Vítězslav Novák - Piano Concerto, Toman and the Wood Nymph / Jan Bartoš, Prague Radio Symphony Orchestra, Jakub Hrůša
Vítězslav Novák (1870-1949) - Piano Concerto in E minor* (1895). Toman and the Wood Nymph - symphonic poem for large orchestra, Op. 40 (1906-07). At Dusk, Op. 13 (1896, for piano solo)
Jan Bartoš - piano, Prague Radio Symphony Orchestra, conductor: Jakub Hrůša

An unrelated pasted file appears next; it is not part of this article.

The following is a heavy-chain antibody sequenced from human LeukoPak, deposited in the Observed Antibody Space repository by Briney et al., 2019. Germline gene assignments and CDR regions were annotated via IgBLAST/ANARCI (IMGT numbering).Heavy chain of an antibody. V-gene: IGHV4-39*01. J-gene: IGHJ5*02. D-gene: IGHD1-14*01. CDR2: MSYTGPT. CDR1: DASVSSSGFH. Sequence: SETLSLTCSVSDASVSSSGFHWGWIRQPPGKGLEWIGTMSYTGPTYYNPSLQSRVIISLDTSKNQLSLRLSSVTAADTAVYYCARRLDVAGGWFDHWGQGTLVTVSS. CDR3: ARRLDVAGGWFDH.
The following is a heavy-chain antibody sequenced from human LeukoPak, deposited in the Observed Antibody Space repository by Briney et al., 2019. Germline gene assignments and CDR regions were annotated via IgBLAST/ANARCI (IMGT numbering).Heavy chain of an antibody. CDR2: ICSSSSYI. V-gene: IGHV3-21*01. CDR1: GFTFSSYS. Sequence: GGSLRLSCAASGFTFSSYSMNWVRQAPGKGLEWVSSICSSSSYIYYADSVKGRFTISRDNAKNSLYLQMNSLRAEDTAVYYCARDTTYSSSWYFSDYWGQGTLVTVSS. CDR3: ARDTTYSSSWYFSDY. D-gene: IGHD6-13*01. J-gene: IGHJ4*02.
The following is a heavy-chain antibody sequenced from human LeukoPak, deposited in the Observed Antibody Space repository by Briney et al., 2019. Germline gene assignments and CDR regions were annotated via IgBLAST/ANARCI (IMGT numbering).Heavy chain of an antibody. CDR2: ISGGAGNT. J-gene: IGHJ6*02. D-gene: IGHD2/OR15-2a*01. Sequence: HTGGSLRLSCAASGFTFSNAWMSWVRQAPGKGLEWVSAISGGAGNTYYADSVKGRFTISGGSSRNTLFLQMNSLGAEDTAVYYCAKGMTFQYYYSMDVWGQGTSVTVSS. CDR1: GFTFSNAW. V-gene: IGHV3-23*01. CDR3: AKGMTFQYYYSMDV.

The greatest Czech composers - Dvořák, Smetana, Janáček, Suk, Martinů ... And anyone else? Yes, Vítězslav Novák! Who was he? A pupil of Dvořák's, later on one of the most distinguished music creators and teachers on the domestic scene. A Post-Romantic and the first of the generation of Modernists profoundly inspired by Moravian folk music. This year's 150th anniversary of Novák's birth affords the opportunity to take a closer look at his oeuvre - and to rediscover that which has been overlooked. The idea of making the first studio recording of the Piano Concerto, a remarkable early work by the 25-year-old Novák, was enthusiastically endorsed by the superb Czech pianist Jan Bartoš. Due to its intimate nature, At Dusk, Op. 13, a cycle of miniatures for solo piano, inspired by J. S. Machar's poetry, stands in contrast to the concerto's virtuosic stylisation. The tone poem Toman and the Wood Nymph may be deemed the most ambitious of Novák's symphonic works. As the composer himself put it, he strove to express an "uncontrollable torrent of wild passion", referring to the piece as an "orgy of sound" and the ballad as a "depiction of woman's demonic power over man". Jakub Hrůša, a globally renowned contemporary conductor, invites us to rediscover Novák's music: "We are obliged to perform it. His music is so profound and far-reaching that we simply cannot ignore it and let it gather dust in archives and remain buried in music history textbooks."